The quality of this pottery is excellent. Sand and finely comminuted shells enter into its composition. The evidence is clear that the vessels had been moulded in a cloth sack, as the imprint of the cloth is very distinct. An interesting specimen in my collection shows the charred fibres of the cloth still imbedded, which if we had no other evidence, demonstrates that the ware was subjected to the action of fire, destroying the sacks in the process.

The slight covering, in connection with the sound condition of the relics, is suggestive of Indian burial, while the superior quality of the pottery, the baked clay envelope, and the unmistakable evidence of a knowledge of weaving in those days, may be claimed as arguments in support of a civilization immeasurably in advance of the wandering savage.

Should we regard this and similar discoveries as evidence of decadence or declining energy? Or as indicating a radical change in the mode of sepulture from cremation to inhumation? Or is it due to changed conditions which resulted from the disruption of the old Empire, a commingling of forms?

The extent of this old burial place has not been determined as no excavations have been made where the soil is undisturbed. From indications it covers many square rods.

Since I wrote last, I have come in possession of  the "Dayton image."   Also a donation from Mr. P. I. Pease, of Dayton, comprising 23 pestals; 2 beautiful maces, or war badges; 3 "rolling pins;" 20 axes, grooved; 12 do. plain; fleshers "and gouges 6; hammers, grooved 7; plain 11; anvils 2; miscellaneous 6; including a veritable tablet, but of comparatively recent date, namely, 1720, clearly cut on the upper margin of a sandstone slab, ten inches by seven and of an inch in thickness. It was evidently sawn from a boulder with a yellowish-white nucleus in the composition, of which quartz enters largely. The striae made by the saw are distinctly perceptible. It was found in a plowed field near Bellbrook, Green Co., 0. As to its authenticity there is no doubt, but the object had in view is left to conjecture. No inscription. A minute cross (thus +) is seen on the right hand side of the date, placed there as a period probably. Also a cup, weighing two pounds, material green ribboned shale, capacity about one gill; the cavity is very well executed. The rounded, pot-like form seems to be due to the rotary motion of a round-ended pivot of sandstone. It is probable that we have here a genuine paint pot. The front teeth of the male skeleton which I exhumed some years ago were colored blue, and like the Indians, it is highly probable that the Mound-builders improved (?) their appearance by a liberal use of red ochre, hence the necessity for a vessel of some sort in which to prepare it. As heat destroys the color of this beautiful mineral, it is not probable that this object was used as a lamp.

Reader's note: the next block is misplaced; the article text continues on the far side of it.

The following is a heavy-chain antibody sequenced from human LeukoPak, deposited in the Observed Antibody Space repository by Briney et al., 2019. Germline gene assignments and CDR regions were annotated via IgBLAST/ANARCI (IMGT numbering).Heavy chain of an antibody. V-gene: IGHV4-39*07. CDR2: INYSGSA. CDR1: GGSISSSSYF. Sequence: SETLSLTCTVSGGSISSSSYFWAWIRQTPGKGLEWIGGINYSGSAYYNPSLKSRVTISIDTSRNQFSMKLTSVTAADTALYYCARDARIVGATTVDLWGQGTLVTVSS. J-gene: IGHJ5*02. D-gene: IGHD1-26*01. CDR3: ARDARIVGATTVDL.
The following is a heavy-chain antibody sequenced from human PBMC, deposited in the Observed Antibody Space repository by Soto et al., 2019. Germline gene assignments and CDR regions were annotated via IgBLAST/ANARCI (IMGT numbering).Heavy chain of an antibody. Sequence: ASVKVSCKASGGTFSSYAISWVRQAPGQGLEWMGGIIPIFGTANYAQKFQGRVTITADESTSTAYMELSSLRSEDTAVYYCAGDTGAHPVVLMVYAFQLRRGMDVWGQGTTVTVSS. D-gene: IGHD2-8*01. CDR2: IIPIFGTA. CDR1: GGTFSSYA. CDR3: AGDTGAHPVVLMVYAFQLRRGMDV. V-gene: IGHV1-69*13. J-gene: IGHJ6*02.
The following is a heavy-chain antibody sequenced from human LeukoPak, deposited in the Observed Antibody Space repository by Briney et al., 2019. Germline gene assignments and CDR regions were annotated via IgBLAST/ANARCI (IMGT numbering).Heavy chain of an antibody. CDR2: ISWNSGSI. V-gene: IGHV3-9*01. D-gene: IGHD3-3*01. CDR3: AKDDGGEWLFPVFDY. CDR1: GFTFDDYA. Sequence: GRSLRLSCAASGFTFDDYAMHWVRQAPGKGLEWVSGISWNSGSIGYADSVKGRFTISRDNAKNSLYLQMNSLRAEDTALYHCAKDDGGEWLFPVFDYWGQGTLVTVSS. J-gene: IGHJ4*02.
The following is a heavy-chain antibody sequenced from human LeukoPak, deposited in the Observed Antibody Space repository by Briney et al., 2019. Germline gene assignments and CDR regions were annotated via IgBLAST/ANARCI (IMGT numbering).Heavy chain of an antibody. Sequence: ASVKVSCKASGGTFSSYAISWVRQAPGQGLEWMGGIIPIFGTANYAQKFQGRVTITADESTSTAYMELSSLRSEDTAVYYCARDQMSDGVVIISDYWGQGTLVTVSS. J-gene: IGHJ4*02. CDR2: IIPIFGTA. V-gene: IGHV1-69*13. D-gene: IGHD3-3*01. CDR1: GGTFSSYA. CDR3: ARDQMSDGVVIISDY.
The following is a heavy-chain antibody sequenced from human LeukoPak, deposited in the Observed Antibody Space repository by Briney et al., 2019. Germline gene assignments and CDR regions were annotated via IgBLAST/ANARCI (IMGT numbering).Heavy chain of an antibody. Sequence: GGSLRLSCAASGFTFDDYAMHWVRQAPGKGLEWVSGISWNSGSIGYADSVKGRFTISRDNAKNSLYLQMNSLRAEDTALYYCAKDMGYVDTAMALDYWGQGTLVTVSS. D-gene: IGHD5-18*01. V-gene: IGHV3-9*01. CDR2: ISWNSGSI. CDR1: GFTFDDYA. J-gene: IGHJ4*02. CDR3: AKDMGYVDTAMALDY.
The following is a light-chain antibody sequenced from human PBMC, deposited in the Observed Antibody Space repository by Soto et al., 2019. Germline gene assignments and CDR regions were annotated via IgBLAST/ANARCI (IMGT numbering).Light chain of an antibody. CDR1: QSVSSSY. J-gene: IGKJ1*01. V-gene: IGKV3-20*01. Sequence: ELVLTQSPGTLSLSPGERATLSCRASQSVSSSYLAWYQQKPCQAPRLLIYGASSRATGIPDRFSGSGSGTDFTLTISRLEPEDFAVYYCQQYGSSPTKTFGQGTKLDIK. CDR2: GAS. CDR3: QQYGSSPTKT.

Very respectfully yours, S. H. Binkley.   Alexandersville, O.